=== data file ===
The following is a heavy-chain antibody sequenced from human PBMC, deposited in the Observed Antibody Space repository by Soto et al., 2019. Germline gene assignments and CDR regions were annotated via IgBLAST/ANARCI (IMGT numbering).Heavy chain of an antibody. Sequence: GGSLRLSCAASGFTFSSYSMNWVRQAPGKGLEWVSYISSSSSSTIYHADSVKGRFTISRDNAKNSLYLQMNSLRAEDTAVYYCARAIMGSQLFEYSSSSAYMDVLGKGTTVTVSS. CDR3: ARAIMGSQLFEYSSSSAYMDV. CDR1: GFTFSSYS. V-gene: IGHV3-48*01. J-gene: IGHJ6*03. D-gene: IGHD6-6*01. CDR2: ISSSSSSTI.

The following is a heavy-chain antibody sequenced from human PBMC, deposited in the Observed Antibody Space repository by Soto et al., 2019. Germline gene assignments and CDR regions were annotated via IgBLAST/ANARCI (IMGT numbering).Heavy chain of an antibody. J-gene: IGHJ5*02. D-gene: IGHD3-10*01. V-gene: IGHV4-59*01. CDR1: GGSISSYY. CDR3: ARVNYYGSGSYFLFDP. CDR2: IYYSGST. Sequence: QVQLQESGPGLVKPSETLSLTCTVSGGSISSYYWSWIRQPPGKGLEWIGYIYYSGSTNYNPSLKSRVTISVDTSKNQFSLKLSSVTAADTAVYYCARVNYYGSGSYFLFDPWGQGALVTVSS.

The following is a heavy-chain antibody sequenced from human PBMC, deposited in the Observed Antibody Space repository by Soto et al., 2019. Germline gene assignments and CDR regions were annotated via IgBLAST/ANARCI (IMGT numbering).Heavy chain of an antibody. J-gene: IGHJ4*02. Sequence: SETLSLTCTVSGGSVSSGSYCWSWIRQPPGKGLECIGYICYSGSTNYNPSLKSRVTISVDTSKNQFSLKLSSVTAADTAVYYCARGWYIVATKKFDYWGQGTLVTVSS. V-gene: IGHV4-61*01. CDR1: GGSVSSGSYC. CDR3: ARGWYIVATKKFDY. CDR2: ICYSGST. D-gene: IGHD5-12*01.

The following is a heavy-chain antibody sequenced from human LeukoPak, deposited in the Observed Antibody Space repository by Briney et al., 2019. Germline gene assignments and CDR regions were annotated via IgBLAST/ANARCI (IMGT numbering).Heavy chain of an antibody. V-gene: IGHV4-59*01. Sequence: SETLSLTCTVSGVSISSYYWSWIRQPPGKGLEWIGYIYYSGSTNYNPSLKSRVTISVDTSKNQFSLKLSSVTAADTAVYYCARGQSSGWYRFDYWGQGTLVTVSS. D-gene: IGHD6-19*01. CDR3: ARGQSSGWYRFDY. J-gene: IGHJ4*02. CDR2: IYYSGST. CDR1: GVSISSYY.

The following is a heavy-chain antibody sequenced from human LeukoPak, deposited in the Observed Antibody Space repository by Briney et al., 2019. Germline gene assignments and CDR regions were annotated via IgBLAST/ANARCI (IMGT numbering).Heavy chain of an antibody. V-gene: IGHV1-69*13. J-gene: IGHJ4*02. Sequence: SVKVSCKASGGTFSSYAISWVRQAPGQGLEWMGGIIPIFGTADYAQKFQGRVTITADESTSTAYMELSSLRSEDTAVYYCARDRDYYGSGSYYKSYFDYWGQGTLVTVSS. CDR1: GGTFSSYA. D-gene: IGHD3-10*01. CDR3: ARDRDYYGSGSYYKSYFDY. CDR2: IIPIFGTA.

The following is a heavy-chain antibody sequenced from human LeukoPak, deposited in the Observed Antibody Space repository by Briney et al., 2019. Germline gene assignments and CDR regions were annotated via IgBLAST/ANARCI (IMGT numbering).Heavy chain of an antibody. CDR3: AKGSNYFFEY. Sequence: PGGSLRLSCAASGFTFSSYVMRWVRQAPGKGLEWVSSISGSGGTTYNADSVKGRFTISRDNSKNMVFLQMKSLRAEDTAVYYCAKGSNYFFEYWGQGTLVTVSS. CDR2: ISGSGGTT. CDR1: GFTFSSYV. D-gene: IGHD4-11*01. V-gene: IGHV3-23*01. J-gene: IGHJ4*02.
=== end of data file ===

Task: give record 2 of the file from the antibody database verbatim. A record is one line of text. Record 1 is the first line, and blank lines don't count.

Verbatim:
The following is a heavy-chain antibody sequenced from human PBMC, deposited in the Observed Antibody Space repository by Soto et al., 2019. Germline gene assignments and CDR regions were annotated via IgBLAST/ANARCI (IMGT numbering).Heavy chain of an antibody. J-gene: IGHJ5*02. D-gene: IGHD3-10*01. V-gene: IGHV4-59*01. CDR1: GGSISSYY. CDR3: ARVNYYGSGSYFLFDP. CDR2: IYYSGST. Sequence: QVQLQESGPGLVKPSETLSLTCTVSGGSISSYYWSWIRQPPGKGLEWIGYIYYSGSTNYNPSLKSRVTISVDTSKNQFSLKLSSVTAADTAVYYCARVNYYGSGSYFLFDPWGQGALVTVSS.